by Paul R. Spitzzeri
From the 1860s, when the oil industry in greater Los Angeles started, development of petroleum has taken place in such major fields as San Fernando (Santa Clarita), Los Angeles, Fullerton (Brea/Olinda), Long Beach, Signal Hill, Montebello, Huntington Beach, and many more.
While an economic boon to the region, the industry also had its share of dangers, including gas explosions and well fires, and probably every field experienced one or both of these occurrences.
Today’s post looks at well fires that took place in close proximity and within a short time of one another in one of the biggest oil fields of the early 20th century, Santa Fe Springs.
Yesterday’s post included discussion of my visit to the grand opening of the Los Nietos branch library. The huge land grant given to Spanish soldier Manuel Nieto was divided into smaller ranchos in 1834 and these remained largely intact until after the Civil War years when cattle ranching was replaced by agriculture.
The Los Nietos township, which only had two dozen Americans and Europeans in the 1860 census, had over 1,100 of them within the decade, many emigrants from the South which was devastated by the Civil War. One of those migrants was Dr. James E. Fulton, born in Alabama in 1827 and who served as a surgeon in the Confederate Army during the conflict.
Fulton bought acreage in Los Nietos and, while drilling for water, discovered a sulphur hot spring. He then developed Fulton Wells, which had a hotel and bathing facilities on the property. The resort remained open for many years, though Fulton was less than happy with a description written for a local directory that called it
a lonely and desolate spot . . . one of the very few places in the county that offers no attractions, either to the tourist or the invalid. The proprietor of the ‘Wells’ stands alone in his majesty of his possessions, shared only with the half-starved jack-rabbit and the unhappy gopher. Rarely, at long intervals, some misguided invalid in the vain pursuit of health drifts towards the Wells, only to lay down his poor bones, there to mingle with the unproductive alkali of the soil.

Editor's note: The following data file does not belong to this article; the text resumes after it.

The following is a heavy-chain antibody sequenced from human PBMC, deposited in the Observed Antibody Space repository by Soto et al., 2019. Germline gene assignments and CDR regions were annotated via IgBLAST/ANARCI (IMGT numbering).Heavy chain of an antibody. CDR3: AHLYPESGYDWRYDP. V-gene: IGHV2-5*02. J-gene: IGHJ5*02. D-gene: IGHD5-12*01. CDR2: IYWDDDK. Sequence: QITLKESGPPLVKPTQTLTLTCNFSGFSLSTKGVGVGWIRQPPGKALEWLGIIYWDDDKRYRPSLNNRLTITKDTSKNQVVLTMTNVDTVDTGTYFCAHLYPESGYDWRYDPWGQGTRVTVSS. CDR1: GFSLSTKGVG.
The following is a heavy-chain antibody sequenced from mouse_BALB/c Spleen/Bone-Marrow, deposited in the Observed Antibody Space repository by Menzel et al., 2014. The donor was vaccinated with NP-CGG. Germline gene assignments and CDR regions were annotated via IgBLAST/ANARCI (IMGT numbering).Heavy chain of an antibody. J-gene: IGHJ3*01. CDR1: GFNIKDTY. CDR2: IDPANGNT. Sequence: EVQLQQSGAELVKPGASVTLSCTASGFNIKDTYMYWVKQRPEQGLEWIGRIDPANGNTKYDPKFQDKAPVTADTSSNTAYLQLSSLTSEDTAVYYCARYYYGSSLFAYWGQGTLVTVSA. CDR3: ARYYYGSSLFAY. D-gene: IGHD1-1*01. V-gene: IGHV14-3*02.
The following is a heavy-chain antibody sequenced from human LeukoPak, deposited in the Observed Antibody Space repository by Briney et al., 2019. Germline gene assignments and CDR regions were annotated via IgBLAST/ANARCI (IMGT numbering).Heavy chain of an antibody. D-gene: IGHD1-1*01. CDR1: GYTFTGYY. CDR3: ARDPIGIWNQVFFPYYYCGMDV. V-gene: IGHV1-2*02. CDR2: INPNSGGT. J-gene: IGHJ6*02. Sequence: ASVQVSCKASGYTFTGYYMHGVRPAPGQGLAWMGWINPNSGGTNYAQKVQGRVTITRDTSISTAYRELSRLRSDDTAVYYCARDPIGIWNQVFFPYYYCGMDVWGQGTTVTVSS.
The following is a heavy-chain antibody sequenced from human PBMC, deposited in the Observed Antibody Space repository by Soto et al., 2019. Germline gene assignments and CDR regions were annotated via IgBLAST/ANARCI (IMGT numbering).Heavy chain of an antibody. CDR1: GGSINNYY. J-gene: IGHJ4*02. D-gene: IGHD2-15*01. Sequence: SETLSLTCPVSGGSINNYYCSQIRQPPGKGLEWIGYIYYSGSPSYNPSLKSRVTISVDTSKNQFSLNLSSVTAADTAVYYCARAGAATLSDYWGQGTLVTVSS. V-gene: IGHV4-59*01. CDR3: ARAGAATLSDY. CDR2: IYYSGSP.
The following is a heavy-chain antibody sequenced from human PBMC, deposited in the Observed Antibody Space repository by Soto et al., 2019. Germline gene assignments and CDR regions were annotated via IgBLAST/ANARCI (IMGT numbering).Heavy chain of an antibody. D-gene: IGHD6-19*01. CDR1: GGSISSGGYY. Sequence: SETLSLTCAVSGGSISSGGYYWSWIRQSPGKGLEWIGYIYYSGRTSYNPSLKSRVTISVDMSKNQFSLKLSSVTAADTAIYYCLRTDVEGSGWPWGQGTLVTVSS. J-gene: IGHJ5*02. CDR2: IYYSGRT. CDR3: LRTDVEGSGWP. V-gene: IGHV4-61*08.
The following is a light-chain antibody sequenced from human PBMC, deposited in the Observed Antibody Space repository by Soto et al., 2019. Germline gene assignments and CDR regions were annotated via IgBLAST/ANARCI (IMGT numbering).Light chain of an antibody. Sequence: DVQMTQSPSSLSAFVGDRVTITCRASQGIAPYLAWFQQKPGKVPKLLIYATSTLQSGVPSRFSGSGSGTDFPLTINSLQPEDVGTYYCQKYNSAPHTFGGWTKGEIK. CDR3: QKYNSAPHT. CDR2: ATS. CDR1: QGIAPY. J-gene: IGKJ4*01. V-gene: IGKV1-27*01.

Fulton sued the publisher in 1883 over this remarkable entry and a jury decided to give him all of $1 (two jurors voted for no amount), instead of the $20,000 he asked.
However, the good doctor was apparently quite successful in other real estate ventures, owning land and a share in a water company in Ojai and building, during the Boom of the Eighties, a three-story office building in downtown Los Angeles. Upon his death in September 1891, the Los Angeles Herald wrote “for years the curative waters of his sanitarium were greatly sought after, not only by our local invalids, but by people in other states.”
By then, the name of the place had changed to Santa Fe Springs, because the railroad of that name built its line through the area, and Dr. Samuel Rogers operated Fulton’s facility for a time. But, the next big product to come from below ground turned out to be oil. The first big strike occurred in 1919, two years after Walter Temple became the beneficiary of an early well at nearby Montebello.
Two of the big names at Santa Fe Springs were Alphonzo Bell, whose family moved to Boyle Heights when their relation John E. Hollenbeck became a big investor there in the 1870s and who founded Bel-Air and other expensive tracts in Los Angeles, and George F. Getty, a Minneapolis attorney who hit a big strike with partners in Oklahoma and then moved to Los Angeles to form his own company. Meanwhile, in 1922, a Massachusetts syndicate looked to capitalize on Bell’s success by forming the Bell View Oil Syndicate and began operations at the field.
The Homestead has an interesting and unusual real photo postcard in its collection that contains two images produced on the single card and showing well fires on the Bell View and Getty properties, almost certainly in November 1928 or shortly afterward. The reason for the card was because these two incidents were widely reported and known and the sender wrote a message on the reverse briefly describing what happened to his grandsons.
The Getty fire, which took place on 16 September, became widely known because it burned for nearly two months. The gas explosion sent a 122-foot derrick flying across nearby Telegraph Road and the heat was so intense that responders could not get within 1000 feet of the site.
The solution was to first drill a 200-foot long shaft to a point about six stories below the fire and extract enough oil and gas to reduce the level of flame. Then, on 4 November, a steel cap weighing five tons was placed on the well by a crane specially configured for the job and that put the fire out.
Five days following the successful dowsing of the Getty fire, the Bell View blowout happened, burning four derricks and causing another four to be dismantled to avoid a spreading of the fire. One Bell View employee died in the disaster and the fire was not extinguished until early December.
As oil fields are gradually closing and the sites, after extensive cleanup, developed into residential, retail and commercial uses, the history of this once-dominant regional industry will be told through remaining artifacts such as these.